• nqglen

Posted February 19, 2006 - 05:22 AM

#8

Motor oils are specifically designed for the vehicle that is stated on the label. Oils designed for cars are certainly different than oils designed for bikes. Car oils have different additives in them to combat and carry out different jobs. For example, a diesel engine's combustion process produces sulphadyoxides that get into the oil and can be very corrosive. Diesel engine oils have additives that neutralise this byproduct and protect the engine components such as white metal bearings. Lets face it motor bike oils are not much more expensive than other oils and they don't use a hell of a lot. I certainly haven't seen a study reporting motor bike oil as being re-label diesel engine oil. When it comes down to it it is your bike and your money and you can use the oil that you feel safe in using. Do your engine break in as explained by Matt and OneToGo and then choose your oil or poison to what you feel safe in using. Most, if not all, your major brands make good quality bike oil, personally I use Motul and find it works well.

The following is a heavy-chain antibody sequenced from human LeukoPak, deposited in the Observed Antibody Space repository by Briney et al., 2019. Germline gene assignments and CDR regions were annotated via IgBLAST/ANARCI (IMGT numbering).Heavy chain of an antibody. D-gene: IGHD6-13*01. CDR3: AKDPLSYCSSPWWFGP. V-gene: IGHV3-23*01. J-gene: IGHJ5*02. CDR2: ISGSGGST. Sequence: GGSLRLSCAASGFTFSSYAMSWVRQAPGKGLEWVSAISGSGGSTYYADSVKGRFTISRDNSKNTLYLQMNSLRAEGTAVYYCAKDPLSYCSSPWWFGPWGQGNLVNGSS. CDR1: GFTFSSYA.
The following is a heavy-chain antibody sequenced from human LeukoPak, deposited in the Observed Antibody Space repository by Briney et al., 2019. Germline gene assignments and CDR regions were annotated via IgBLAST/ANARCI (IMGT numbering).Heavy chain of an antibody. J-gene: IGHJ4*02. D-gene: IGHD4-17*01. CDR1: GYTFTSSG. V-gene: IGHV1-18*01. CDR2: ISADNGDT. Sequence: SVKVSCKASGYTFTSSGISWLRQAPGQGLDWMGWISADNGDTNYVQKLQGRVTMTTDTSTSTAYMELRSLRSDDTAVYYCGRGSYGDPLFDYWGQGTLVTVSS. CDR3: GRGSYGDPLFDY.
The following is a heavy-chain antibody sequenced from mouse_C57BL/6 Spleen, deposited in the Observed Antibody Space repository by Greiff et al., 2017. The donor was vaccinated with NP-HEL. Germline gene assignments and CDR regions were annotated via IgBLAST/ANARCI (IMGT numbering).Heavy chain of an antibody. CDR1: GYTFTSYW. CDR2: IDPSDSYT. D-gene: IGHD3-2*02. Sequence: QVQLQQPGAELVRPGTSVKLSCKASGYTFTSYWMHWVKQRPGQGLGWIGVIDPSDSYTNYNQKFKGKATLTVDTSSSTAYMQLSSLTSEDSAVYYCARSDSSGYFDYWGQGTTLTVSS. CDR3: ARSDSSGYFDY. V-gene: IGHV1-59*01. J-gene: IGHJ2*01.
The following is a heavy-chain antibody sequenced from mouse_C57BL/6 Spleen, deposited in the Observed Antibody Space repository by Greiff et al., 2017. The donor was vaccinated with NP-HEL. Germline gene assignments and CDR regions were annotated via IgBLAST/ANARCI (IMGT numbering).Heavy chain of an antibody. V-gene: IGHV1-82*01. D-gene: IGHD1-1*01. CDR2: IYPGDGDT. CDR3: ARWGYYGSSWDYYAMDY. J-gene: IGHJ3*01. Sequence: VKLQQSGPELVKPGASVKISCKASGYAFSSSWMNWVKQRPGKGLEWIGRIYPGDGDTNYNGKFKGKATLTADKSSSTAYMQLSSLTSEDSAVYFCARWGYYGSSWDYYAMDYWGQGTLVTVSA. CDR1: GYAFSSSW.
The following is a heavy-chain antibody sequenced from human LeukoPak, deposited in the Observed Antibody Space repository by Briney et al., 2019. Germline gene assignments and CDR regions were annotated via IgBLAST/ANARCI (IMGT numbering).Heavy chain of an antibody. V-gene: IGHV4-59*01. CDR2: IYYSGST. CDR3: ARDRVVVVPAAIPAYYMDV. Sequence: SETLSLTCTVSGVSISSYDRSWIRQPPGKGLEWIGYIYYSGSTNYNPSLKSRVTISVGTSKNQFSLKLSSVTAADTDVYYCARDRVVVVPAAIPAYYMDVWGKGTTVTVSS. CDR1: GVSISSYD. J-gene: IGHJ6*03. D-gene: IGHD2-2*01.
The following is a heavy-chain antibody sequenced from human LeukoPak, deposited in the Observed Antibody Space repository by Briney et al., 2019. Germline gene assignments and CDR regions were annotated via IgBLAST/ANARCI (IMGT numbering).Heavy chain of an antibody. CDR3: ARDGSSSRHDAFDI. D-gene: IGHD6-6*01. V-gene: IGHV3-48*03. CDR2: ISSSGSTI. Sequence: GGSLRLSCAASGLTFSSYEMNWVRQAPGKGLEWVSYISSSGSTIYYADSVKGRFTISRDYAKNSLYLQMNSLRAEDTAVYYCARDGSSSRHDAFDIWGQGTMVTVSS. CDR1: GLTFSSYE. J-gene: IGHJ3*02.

• WildRide

Posted February 19, 2006 - 12:47 PM

#9

The only difference that I can see between my Nissan 5.6L V8 and my WR as far as far as engine design is that the WR shares oil supply with the transmission and clutch. They both are liquid cooled 4strokes, aluminum block and head, aluminum pistons, multivalve w/shim&bucket valve train and both go like stink. Other than the trans/clutch someone tell me specifically why the WR would require any different oil than this auto engine? They seem to have more in common than a lot of other auto engines do to each other.